Job description

Baristas are specially trained in preparing and serving speciality coffee, primarily in coffee shops. They are experts in brewing the perfect coffee and are knowledgeable in the different roasts, blends and flavours of coffee.

They are also often masters of latte art, creating intricate patterns and designs like trees, flowers and hearts on the foamy surface of the beverages they prepare.


    • Take customer orders and payments
    • Prepare and serve a variety of coffee drinks by following prescribed recipes
    • Serve prepared foods, such as sandwiches, pastries and cakes
    • Sell coffee and tea blends and brewing equipment
    • Weigh, grind or pack coffee beans for customers
    • Describe menu items to customers and answer their questions
    • Clean and tidy work areas, equipment and coffee machines
    • Set up and restock product displays

Skills, qualities and knowledge

Customer service
Physical stamina
Attention to detail
Pos software

Working hours and environment

Average working hours


Typical schedule

Part Time

Nights, weekends and holidays occasionally

Baristas typically work in coffee shops and cafés, though may find work anywhere that operates a coffee bar, such as in hotels, department stores and country clubs as well as on cruise ships.

Many baristas work on a part-time basis, though full-time employment is also available.

The work can be stressful, especially during peak periods and when dealing with difficult customers. Workplace injuries, such as cuts and burns, aren’t uncommon but are rarely serious. Baristas often wear gloves and aprons to negate such injuries.


Bottom 10%




Top 10%


Annual salary estimates are based on percentile wage data collected through the Occupational Employment Statistics (OES) survey of US workers.

Qualifications and training

Education level

High school

DVM / VMD degree

Study time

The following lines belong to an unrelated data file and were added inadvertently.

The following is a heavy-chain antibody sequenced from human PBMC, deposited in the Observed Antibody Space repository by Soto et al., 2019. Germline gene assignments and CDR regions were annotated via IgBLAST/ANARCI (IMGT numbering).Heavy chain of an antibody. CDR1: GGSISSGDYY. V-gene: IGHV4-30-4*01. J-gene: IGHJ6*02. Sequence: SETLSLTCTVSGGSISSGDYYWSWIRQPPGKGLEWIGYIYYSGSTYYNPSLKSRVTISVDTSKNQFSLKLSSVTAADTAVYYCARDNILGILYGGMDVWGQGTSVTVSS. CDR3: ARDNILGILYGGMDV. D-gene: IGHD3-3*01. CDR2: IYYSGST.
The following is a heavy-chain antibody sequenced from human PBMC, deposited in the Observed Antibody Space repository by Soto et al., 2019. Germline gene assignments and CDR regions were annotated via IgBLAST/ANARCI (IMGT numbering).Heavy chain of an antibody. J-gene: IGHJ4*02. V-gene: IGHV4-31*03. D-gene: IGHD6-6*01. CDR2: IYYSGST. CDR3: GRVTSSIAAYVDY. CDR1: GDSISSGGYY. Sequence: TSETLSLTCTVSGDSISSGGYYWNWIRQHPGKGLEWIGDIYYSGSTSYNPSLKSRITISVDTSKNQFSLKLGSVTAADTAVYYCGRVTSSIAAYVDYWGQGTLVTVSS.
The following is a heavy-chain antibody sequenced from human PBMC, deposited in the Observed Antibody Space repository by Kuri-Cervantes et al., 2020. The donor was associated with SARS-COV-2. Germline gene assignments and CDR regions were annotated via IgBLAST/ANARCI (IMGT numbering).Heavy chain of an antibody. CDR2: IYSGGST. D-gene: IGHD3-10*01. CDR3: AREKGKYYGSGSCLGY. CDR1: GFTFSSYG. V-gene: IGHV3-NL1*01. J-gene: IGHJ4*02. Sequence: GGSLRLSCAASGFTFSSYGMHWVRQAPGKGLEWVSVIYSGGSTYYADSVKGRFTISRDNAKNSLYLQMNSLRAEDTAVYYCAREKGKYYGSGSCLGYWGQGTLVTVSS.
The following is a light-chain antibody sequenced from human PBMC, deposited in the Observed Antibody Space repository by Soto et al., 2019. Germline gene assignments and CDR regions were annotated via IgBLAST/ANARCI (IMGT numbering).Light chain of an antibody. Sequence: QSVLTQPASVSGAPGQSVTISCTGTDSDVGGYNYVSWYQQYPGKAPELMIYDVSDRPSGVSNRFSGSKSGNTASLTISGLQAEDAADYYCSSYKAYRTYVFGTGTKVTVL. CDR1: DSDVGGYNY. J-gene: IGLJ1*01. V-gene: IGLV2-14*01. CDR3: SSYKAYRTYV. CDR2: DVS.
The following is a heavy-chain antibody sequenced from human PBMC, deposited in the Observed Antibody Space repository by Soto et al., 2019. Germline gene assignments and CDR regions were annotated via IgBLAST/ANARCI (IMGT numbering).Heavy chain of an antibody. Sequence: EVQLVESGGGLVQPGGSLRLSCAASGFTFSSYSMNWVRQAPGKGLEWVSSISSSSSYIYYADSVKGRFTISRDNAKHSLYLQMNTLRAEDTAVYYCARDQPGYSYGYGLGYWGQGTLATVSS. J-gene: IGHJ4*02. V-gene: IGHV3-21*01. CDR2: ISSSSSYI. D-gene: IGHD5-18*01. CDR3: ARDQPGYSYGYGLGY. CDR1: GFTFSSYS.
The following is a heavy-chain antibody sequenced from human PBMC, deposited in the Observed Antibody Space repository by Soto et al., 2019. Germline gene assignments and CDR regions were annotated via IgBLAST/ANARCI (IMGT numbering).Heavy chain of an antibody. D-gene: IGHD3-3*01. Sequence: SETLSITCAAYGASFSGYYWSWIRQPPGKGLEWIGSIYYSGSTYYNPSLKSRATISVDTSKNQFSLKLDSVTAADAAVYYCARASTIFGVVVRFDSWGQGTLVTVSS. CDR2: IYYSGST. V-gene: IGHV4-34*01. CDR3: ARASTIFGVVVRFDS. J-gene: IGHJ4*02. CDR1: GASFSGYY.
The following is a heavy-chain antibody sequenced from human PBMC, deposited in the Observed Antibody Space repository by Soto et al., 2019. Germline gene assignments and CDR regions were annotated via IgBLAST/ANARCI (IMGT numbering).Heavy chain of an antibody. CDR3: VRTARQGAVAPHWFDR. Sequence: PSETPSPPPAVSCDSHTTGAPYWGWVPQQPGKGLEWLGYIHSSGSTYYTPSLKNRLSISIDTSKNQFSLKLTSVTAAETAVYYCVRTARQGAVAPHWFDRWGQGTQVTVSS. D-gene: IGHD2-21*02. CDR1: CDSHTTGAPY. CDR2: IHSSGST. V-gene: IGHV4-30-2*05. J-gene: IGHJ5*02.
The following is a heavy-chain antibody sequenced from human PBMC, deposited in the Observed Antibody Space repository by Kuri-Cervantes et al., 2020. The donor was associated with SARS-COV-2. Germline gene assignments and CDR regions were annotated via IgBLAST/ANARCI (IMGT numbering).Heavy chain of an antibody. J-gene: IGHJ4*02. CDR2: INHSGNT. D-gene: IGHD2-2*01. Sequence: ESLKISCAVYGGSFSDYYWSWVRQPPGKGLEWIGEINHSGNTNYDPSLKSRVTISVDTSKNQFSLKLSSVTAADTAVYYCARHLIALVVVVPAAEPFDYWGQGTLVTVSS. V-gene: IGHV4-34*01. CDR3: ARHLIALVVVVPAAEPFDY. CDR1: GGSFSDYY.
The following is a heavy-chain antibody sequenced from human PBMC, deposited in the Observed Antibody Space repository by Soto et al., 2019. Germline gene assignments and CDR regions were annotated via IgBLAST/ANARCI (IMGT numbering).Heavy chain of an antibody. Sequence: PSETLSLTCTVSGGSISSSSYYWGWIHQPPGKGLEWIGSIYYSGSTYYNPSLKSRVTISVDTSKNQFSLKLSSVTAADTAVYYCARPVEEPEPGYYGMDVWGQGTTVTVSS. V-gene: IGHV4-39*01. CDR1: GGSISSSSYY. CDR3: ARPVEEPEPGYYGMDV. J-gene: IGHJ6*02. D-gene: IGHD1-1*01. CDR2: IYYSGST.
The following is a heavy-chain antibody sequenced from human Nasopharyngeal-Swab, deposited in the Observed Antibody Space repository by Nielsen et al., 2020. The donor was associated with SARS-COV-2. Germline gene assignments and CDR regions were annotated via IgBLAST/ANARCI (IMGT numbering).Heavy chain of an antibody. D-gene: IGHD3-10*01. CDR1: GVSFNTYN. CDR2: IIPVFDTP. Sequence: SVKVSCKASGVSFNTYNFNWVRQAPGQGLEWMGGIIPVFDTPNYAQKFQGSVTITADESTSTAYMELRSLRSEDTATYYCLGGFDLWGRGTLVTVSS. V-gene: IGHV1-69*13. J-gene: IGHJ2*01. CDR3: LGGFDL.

You don’t need any formal education to become a barista. A high school diploma or equivalent is usually sufficient.

You’ll receive on-the-job training, which typically lasts up to three months, during which time you’ll learn about the basics of coffee and how to follow recipes and prepare beverages. Training also covers things like customer service and food-handling procedures.

Independently organised classes and workshops are also available, and could prove useful in your job search and throughout your career as a barista.

Job outlook

Projected growth
The projected growth rate of employment in the US from 2018 to 2028, based on data collected through the BLS Employment Projections (EP) programme. The national average growth rate for all professions is 5%.


No of new jobs
The number of jobs projected to become available in the US between 2018 and 2028, based on data collected through the BLS Employment Projections (EP) programme.


Automation risk
The probability of computerisation, based on data published in ‘The Future of Employment’, a 2013 working paper by Carl Benedikt Frey and Michael Osborne.


Career progression

With experience, you could advance to a managerial position, where you will oversee the operations of the coffee shop you’re employed at. If you work for a chain, you could progress to a regional manager position.

You could also open your own coffee shop or buy a franchise.